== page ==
Given that CO2 has such a major role in the natural greenhouse effect, it makes intuitive sense that changes in its concentration because of human activities might significantly enhance the greenhouse effect. However, calculating the impact of a change in CO2 is very different from calculating the current role with respect to water vapor and clouds. This is because both of these other substances depend on temperatures and atmospheric circulation in ways that CO2 does not. For instance, as temperature rises, the maximum sustainable water vapor concentration increases by about 7% per degree Celsius. Clouds too depend on temperature, pressure, convection and water vapor amounts. So a change in CO2 that affects the greenhouse effect will also change the water vapor and the clouds. Thus, the total greenhouse effect after a change in CO2 needs to account for the consequent changes in the other components as well. If, for instance, CO2 concentrations are doubled, then the absorption would increase by 4 W/m2, but once the water vapor and clouds react, the absorption increases by almost 20 W/m2 “” demonstrating that (in the GISS climate model, at least) the “feedbacks” are amplifying the effects of the initial radiative forcing from CO2 alone. Past climate data suggests that this is what happens in the real world as well.

What happens when the trace greenhouse gases are removed? Because of the non-linear impacts of CO2 on absorption, the impact of removing the CO2 is approximately seven times as large as doubling it. If such an event were possible, it would lead to dramatic cooling, both directly and indirectly, as the water vapor and clouds would react. In model experiments where all the trace greenhouse gases are removed the planet cools to a near-Snowball Earth, some 35°C cooler than today, as water vapor levels decrease to 10% of current values, and planetary reflectivity increases (because of snow and clouds) to further cool the planet.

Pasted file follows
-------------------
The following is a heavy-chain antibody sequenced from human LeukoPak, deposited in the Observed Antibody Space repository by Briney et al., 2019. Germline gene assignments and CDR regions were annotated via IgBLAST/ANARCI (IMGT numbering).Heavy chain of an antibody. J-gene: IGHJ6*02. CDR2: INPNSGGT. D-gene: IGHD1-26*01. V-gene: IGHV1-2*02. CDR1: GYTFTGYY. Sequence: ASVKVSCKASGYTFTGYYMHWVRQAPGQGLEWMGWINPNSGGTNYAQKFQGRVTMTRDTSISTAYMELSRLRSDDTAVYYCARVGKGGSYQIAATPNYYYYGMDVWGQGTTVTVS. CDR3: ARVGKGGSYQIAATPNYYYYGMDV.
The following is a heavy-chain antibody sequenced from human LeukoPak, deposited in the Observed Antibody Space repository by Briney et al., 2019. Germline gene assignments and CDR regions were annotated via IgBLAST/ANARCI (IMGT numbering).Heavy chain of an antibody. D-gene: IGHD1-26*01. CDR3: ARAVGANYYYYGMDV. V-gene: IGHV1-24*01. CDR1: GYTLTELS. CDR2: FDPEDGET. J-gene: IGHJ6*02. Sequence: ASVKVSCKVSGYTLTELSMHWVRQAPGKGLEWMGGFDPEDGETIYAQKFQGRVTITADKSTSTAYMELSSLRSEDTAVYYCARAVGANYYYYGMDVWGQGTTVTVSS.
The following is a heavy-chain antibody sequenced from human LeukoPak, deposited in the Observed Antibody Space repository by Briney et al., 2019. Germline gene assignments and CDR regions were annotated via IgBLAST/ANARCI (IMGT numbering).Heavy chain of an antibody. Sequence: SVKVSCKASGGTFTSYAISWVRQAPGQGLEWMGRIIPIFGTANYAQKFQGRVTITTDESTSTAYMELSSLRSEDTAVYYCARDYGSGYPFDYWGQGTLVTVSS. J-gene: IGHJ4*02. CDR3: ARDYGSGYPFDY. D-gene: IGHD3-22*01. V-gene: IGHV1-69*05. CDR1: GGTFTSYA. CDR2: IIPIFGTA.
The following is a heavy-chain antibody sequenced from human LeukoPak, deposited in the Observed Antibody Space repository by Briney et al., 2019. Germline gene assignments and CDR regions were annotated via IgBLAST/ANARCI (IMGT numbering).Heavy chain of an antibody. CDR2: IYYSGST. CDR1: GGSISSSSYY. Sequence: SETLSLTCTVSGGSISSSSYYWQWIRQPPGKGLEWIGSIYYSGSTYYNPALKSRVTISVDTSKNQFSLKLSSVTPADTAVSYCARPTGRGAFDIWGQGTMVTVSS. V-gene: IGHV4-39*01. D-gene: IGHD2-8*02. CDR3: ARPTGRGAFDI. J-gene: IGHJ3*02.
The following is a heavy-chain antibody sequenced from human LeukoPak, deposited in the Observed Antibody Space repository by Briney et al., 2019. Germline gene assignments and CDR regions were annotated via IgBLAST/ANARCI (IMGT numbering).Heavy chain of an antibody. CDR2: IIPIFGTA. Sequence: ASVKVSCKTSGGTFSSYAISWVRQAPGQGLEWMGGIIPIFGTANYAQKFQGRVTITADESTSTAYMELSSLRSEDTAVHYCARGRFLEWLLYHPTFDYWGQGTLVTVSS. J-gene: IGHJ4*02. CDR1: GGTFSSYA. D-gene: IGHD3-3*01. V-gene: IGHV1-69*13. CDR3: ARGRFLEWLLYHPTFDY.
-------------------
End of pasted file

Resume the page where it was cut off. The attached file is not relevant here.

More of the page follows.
Despite being a trace gas, there is nothing trivial about the importance of CO2 for today, nor its role in shaping climate change in the future.

Global map of outgoing longwave radiation in September 2008

A satellite map of the outgoing longwave radiation emitted by Earth in September 2008 demonstrates not only geographical variations but also those caused by cloud presence. More heat escapes from areas just north and south of the equator, where the surface is warmer and there are fewer clouds. (Image: NASA/Earth Observatory/Robert Simmon from CERES data.)

For more on attribution, see “10 indicators of a human fingerprint on climate change.”

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39 Responses to How carbon dioxide controls earth’s temperature

  1. These really are key papers, along with which tells us how much co2 is too much. GISS has given us, over the years, all the information we need to understand our plight. It is beyond ironic that American government scientists have led the way, given the failure of the government to act. Joe, thanks for posting all this–an invaluable resource

  2. Lorien says:

    This is excellent and informative, especially useful for those of us who aren’t scientists. Thanks for posting this.

  3. Peter M says:

    I read this originally over at Science Daily a few days ago- its very straight forward about the major role C02 has always had in global temperatures.

    Hopefully the Denier crowd reads this- for what good it would do to dispel the myths they perpetuate.

  4. Mike Roddy says:

    I second Bill and Lorien. Copies should be sent to everyone in Congress and key media outlets, with extras for staff.

  5. Richard Brenne says:

    Later this week my partner Toby Dittrich and I are going to the California Science Teachers Conference to get them to teach just this kind of stuff to their kids.

    We can’t burn a coal train that would stretch from Anthro-Earth almost to the sun (my back of the envelope calculations – anyone care to research this more closely and comment, like on the front of an envelope?) without having an effect.